Are we set for a new sexual revolution?

BBC 
by Brandon Ambrosino
July 3, 2019

 

Why do we have sex?

Many of our answers probably include a reference to reproduction. Sex is the primary way that babies are made.

But what will we think about sex if it has almost nothing to do with procreation?

Since the birth of the world’s first “test tube baby” in 1978, around eight million people have been born by IVF. And the number may vastly increase in the future as our tools to identify genetic risks in embryos become more sophisticated. “My strongest prediction is in the future people will still have sex – but not as often for the purpose of making babies,” Henry T Greely, author of The End of Sex And The Future of Human Reproduction, tells me over the phone. “In 20 to 40 years, most people all over the world with good health coverage will choose to conceive in a lab.”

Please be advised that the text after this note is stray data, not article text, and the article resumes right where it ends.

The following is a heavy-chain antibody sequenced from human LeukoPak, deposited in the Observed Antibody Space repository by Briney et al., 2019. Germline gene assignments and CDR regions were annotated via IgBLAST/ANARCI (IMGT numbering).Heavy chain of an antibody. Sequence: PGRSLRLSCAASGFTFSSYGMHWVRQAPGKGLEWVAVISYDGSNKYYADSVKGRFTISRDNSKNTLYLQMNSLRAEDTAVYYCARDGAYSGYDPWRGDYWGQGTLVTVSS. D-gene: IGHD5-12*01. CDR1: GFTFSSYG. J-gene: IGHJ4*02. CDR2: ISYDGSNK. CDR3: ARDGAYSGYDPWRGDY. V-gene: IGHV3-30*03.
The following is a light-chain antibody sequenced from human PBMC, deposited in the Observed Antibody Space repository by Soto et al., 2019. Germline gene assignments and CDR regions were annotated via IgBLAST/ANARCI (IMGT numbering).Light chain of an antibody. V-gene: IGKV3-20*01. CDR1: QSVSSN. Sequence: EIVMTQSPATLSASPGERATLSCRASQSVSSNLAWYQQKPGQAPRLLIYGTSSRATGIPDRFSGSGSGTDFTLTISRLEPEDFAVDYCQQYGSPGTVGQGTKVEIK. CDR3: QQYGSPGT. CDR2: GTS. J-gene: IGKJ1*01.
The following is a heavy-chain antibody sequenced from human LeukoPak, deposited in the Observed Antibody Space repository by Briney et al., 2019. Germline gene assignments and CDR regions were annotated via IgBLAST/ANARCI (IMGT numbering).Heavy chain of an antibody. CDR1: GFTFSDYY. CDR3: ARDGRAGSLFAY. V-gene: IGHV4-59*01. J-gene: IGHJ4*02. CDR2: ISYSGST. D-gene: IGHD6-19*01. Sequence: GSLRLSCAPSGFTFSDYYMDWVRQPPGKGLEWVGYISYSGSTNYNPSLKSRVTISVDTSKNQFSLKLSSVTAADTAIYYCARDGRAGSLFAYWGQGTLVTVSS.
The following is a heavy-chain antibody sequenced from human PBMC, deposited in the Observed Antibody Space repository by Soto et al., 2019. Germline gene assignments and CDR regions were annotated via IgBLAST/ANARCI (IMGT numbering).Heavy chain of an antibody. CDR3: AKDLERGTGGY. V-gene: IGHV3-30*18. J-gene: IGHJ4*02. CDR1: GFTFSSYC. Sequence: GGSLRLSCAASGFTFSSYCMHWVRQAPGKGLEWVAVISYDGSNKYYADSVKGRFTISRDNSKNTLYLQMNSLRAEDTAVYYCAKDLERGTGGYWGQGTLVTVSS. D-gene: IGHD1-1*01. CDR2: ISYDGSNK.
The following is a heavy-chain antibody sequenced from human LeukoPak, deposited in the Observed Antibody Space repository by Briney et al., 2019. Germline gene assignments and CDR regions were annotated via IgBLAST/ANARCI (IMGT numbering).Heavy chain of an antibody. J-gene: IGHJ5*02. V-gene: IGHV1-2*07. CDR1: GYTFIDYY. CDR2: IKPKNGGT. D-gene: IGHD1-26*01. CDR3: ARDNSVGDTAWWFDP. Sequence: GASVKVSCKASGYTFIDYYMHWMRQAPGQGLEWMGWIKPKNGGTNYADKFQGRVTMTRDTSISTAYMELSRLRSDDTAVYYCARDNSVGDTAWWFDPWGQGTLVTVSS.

Greely’s book explores some of the legal and ethical challenges facing the science of preimplantation genetic diagnosis (PGD). “Like most things, there will be a fair amount of visceral negative reaction initially, but as time goes on and kids [born via PGD] prove not to have two heads and a tail,” the public will come not only to tolerate but to prefer reproducing non-sexually.

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